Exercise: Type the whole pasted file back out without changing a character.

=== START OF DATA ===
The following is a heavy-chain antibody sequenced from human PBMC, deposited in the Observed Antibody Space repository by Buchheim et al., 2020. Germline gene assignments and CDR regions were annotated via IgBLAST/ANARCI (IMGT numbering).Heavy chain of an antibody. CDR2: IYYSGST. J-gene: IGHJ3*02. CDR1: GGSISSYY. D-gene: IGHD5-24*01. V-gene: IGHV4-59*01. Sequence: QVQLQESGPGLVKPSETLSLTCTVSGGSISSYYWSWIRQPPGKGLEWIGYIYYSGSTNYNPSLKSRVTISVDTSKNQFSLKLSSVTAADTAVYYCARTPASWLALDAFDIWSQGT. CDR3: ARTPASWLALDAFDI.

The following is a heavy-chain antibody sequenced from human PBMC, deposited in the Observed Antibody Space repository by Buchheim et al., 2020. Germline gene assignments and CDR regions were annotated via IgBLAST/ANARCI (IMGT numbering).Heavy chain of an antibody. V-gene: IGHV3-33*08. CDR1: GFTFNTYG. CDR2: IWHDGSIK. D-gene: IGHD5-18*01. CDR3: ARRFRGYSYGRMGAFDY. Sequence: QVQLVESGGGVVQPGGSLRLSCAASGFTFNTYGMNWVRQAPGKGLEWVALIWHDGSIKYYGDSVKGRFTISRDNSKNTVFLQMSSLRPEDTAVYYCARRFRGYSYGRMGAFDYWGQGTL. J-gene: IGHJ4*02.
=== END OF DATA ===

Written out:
The following is a heavy-chain antibody sequenced from human PBMC, deposited in the Observed Antibody Space repository by Buchheim et al., 2020. Germline gene assignments and CDR regions were annotated via IgBLAST/ANARCI (IMGT numbering).Heavy chain of an antibody. CDR2: IYYSGST. J-gene: IGHJ3*02. CDR1: GGSISSYY. D-gene: IGHD5-24*01. V-gene: IGHV4-59*01. Sequence: QVQLQESGPGLVKPSETLSLTCTVSGGSISSYYWSWIRQPPGKGLEWIGYIYYSGSTNYNPSLKSRVTISVDTSKNQFSLKLSSVTAADTAVYYCARTPASWLALDAFDIWSQGT. CDR3: ARTPASWLALDAFDI.

The following is a heavy-chain antibody sequenced from human PBMC, deposited in the Observed Antibody Space repository by Buchheim et al., 2020. Germline gene assignments and CDR regions were annotated via IgBLAST/ANARCI (IMGT numbering).Heavy chain of an antibody. V-gene: IGHV3-33*08. CDR1: GFTFNTYG. CDR2: IWHDGSIK. D-gene: IGHD5-18*01. CDR3: ARRFRGYSYGRMGAFDY. Sequence: QVQLVESGGGVVQPGGSLRLSCAASGFTFNTYGMNWVRQAPGKGLEWVALIWHDGSIKYYGDSVKGRFTISRDNSKNTVFLQMSSLRPEDTAVYYCARRFRGYSYGRMGAFDYWGQGTL. J-gene: IGHJ4*02.